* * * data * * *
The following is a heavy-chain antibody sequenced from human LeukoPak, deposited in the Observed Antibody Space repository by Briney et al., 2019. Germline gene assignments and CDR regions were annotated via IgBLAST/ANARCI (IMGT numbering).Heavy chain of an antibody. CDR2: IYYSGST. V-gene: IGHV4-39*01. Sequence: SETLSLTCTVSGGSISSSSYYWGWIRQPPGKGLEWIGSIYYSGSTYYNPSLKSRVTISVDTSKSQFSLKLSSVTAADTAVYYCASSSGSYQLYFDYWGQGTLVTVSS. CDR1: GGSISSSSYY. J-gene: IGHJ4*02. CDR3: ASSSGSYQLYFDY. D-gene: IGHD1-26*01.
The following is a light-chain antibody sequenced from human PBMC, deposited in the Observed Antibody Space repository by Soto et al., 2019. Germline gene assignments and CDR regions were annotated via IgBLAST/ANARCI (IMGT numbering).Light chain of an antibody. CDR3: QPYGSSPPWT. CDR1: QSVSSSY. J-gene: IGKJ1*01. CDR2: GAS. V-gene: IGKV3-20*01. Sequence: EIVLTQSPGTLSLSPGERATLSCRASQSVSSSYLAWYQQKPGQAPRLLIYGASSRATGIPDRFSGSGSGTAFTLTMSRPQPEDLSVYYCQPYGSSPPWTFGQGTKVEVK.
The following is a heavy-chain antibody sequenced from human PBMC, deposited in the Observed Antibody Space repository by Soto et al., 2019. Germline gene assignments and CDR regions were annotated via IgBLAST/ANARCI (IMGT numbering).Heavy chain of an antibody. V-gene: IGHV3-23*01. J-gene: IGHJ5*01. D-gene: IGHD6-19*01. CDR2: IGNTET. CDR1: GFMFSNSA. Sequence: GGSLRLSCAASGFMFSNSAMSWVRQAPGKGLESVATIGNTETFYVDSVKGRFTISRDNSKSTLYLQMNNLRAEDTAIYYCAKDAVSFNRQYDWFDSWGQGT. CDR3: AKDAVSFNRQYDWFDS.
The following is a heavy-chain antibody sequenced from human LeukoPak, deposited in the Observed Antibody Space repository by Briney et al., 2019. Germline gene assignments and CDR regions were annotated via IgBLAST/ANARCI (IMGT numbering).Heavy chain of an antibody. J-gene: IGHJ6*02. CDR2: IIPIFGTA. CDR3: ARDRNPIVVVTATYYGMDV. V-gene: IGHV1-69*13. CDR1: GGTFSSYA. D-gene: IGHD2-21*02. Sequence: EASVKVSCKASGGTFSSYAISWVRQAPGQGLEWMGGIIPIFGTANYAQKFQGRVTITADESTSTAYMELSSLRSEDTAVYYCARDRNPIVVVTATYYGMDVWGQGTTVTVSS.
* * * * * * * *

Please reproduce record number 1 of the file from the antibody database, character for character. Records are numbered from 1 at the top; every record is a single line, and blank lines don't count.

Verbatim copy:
The following is a heavy-chain antibody sequenced from human LeukoPak, deposited in the Observed Antibody Space repository by Briney et al., 2019. Germline gene assignments and CDR regions were annotated via IgBLAST/ANARCI (IMGT numbering).Heavy chain of an antibody. CDR2: IYYSGST. V-gene: IGHV4-39*01. Sequence: SETLSLTCTVSGGSISSSSYYWGWIRQPPGKGLEWIGSIYYSGSTYYNPSLKSRVTISVDTSKSQFSLKLSSVTAADTAVYYCASSSGSYQLYFDYWGQGTLVTVSS. CDR1: GGSISSSSYY. J-gene: IGHJ4*02. CDR3: ASSSGSYQLYFDY. D-gene: IGHD1-26*01.